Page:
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January 17, 2013

Bracing for new taxes, fees

Lawmakers react to reports prior to governor's address

On the day of Gov. Deval Patrick’s State of the Commonwealth address, some North Shore lawmakers reacted to reports that the governor may propose new taxes and fees to fix the state’s ailing transportation infrastructure, build more projects and boost education spending.

In his remarks last night, Patrick asked the Legislature to hike the state’s income tax from the current 5.25 percent to 6.25 percent, while also calling for a reduction in the state sales tax.

The proposed changes would help support $2 billion in new spending on transportation and education, he said.

“Certainly, my eyes have really opened as to what the next year or two is going to look like,” said state Rep. Brad Hill, R-Ipswich, who said he has received “correspondence” from constituents who are struggling financially and say tax hikes “will be very detrimental to their lives.”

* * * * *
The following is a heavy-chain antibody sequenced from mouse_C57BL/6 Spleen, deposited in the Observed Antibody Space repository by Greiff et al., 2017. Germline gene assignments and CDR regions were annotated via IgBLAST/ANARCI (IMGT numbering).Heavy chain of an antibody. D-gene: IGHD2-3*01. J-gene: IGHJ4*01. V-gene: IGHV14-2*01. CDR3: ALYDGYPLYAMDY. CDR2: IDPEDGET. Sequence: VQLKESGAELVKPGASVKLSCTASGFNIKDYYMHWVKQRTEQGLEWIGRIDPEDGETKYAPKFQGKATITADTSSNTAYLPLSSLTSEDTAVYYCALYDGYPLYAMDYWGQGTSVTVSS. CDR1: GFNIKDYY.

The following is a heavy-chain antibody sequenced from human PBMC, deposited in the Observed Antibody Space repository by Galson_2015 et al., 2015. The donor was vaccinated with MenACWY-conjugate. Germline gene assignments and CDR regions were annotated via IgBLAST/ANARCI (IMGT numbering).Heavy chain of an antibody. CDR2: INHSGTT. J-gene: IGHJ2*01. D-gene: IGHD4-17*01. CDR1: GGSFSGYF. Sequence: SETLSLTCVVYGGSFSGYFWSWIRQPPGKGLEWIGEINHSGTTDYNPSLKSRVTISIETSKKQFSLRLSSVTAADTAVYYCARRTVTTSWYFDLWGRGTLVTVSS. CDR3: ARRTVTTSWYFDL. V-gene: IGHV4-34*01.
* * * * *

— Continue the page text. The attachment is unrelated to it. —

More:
Hill favors making the transportation system more efficient rather than raising taxes.

“We want to look at reforms, and we want to look at where our dollars are spent, now,” Hill said.

State Sen. Thomas McGee, D-Lynn, the Senate chairman of the Joint Committee on Transportation, did not address the notion of tax or fee increases, but said: “We have a real need to address what is a pretty big crisis in Massachusetts.”

McGee said that crisis is a structural deficit in the state’s transportation infrastructure, something that was identified back in 2007.

“Our future is really linked to having a safe and efficient transportation system,” said McGee, who said of any talk of fees and taxes, “I think it’s all part of the discussion of transportation.”

McGee noted that the state’s commuter trains date back to the 1970s and need to be replaced. Five bridges along the Newburyport/Rockport line are about 100 years old. Discussions about transportation funding involve talk of a new interchange at Brimbal Avenue in Beverly, changes to Route 128, and new MBTA parking garages in Beverly and Salem. The question of how to pay for these projects is not an easy one to answer, he said.

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